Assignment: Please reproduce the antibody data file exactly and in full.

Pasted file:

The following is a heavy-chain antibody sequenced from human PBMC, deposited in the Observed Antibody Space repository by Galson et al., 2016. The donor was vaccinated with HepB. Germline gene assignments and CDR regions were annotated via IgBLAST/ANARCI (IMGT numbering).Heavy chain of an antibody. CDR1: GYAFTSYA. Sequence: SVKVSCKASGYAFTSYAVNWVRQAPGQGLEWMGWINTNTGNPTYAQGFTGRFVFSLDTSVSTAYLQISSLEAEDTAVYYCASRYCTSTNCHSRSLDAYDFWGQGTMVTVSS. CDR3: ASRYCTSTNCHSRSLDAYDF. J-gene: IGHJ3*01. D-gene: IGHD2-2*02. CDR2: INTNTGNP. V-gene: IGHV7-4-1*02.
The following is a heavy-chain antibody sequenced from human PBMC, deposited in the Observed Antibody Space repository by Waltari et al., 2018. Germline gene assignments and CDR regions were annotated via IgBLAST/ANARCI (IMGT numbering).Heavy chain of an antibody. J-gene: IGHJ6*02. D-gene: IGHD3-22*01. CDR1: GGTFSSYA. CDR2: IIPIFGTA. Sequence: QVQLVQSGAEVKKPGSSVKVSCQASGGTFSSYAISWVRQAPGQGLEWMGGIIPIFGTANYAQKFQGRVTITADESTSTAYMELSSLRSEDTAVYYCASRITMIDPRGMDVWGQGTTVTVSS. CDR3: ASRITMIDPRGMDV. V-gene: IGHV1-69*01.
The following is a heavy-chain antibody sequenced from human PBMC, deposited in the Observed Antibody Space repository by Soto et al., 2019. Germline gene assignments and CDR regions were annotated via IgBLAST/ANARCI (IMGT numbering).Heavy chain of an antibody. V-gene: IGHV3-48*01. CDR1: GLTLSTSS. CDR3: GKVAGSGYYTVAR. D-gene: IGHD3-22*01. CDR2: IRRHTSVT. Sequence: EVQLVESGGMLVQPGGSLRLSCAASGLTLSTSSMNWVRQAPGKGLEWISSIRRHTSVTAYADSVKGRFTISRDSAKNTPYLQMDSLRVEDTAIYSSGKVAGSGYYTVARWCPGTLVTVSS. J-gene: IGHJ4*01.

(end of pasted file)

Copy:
The following is a heavy-chain antibody sequenced from human PBMC, deposited in the Observed Antibody Space repository by Galson et al., 2016. The donor was vaccinated with HepB. Germline gene assignments and CDR regions were annotated via IgBLAST/ANARCI (IMGT numbering).Heavy chain of an antibody. CDR1: GYAFTSYA. Sequence: SVKVSCKASGYAFTSYAVNWVRQAPGQGLEWMGWINTNTGNPTYAQGFTGRFVFSLDTSVSTAYLQISSLEAEDTAVYYCASRYCTSTNCHSRSLDAYDFWGQGTMVTVSS. CDR3: ASRYCTSTNCHSRSLDAYDF. J-gene: IGHJ3*01. D-gene: IGHD2-2*02. CDR2: INTNTGNP. V-gene: IGHV7-4-1*02.
The following is a heavy-chain antibody sequenced from human PBMC, deposited in the Observed Antibody Space repository by Waltari et al., 2018. Germline gene assignments and CDR regions were annotated via IgBLAST/ANARCI (IMGT numbering).Heavy chain of an antibody. J-gene: IGHJ6*02. D-gene: IGHD3-22*01. CDR1: GGTFSSYA. CDR2: IIPIFGTA. Sequence: QVQLVQSGAEVKKPGSSVKVSCQASGGTFSSYAISWVRQAPGQGLEWMGGIIPIFGTANYAQKFQGRVTITADESTSTAYMELSSLRSEDTAVYYCASRITMIDPRGMDVWGQGTTVTVSS. CDR3: ASRITMIDPRGMDV. V-gene: IGHV1-69*01.
The following is a heavy-chain antibody sequenced from human PBMC, deposited in the Observed Antibody Space repository by Soto et al., 2019. Germline gene assignments and CDR regions were annotated via IgBLAST/ANARCI (IMGT numbering).Heavy chain of an antibody. V-gene: IGHV3-48*01. CDR1: GLTLSTSS. CDR3: GKVAGSGYYTVAR. D-gene: IGHD3-22*01. CDR2: IRRHTSVT. Sequence: EVQLVESGGMLVQPGGSLRLSCAASGLTLSTSSMNWVRQAPGKGLEWISSIRRHTSVTAYADSVKGRFTISRDSAKNTPYLQMDSLRVEDTAIYSSGKVAGSGYYTVARWCPGTLVTVSS. J-gene: IGHJ4*01.